Monday, August 4, 2008

Bad Apples In The App Store?

My criticisms of Apple's conduct in the service space haven't exactly been gentle. The newest to come to my attention is one I didn't think Apple would have the lunacy to botch: the very App Store that made iPhone 2.0 software such an anticipated download. The formula is simple: Apple and developers share revenue from applications sold on the App Store, and App Store applications all come from registered developers with digital certificates that enable users to authenticate at every launch that their application is a real, bona fide, certified, not-a-piece-of-anonymous-malware work of Objective C. It's important both to Apple's security model and to its marketing campaign that the App Store is accepted as legitimate by potential users (who might be put off if it seemed Big Brother-ish or likely to prevent use of quality applications), actual users (whose use of the store will make the iPhone as a platform for development of user apps), and developers (because, duh, without them there are no third party apps at all).

All developers need to do is sign up, get the certificate, and submit apps that don't break the rules in order to sit back and wait for user feedback (and money) from actual use.


Um ... maybe not.

Apple apparently offers, and then pulls -- and then intermittently without explanation returns to sale and withdraws -- applications. Apple ignores developer contact while this is going on.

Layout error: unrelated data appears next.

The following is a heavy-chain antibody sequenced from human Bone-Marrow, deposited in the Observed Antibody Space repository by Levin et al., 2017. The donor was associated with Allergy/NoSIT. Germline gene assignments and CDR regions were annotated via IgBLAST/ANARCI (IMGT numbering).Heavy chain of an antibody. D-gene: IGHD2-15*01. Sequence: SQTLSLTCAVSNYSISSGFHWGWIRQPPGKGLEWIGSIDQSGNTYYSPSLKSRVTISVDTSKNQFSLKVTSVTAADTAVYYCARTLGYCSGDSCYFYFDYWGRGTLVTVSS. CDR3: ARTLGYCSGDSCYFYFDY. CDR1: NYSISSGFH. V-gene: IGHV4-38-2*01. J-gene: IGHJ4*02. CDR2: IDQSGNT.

Let me spell it out for you: the App Store is so irrelevant to Apple as a revenue stream that it's manned only on Tuesdays and only by a one-armed chimpanzee who couldn't get work in one of those food-or-cocaine experiments that psych departments keep running, to the amusement of the department that tries to treat simian substnce disorders. The one-armed monkey hasn't figured out email yet, as he's still pressing the space bar looking for a hit of coke.

Or maybe the App Store is being run by the same guys who are making sure MobileMe doesn't result in commercial service accounts.

It seems that automated email systems were making sure that Apple and its developers could never get two humans in contact with one another. The fact that developers haven't got a clear connection to the folks who make the yes/no decisions on apps and can provide timely feedback on rejections is kind of silly. Both Apple and its developers have a lot riding on the App Store being accepted as an effective and legitimate way to get software to users.

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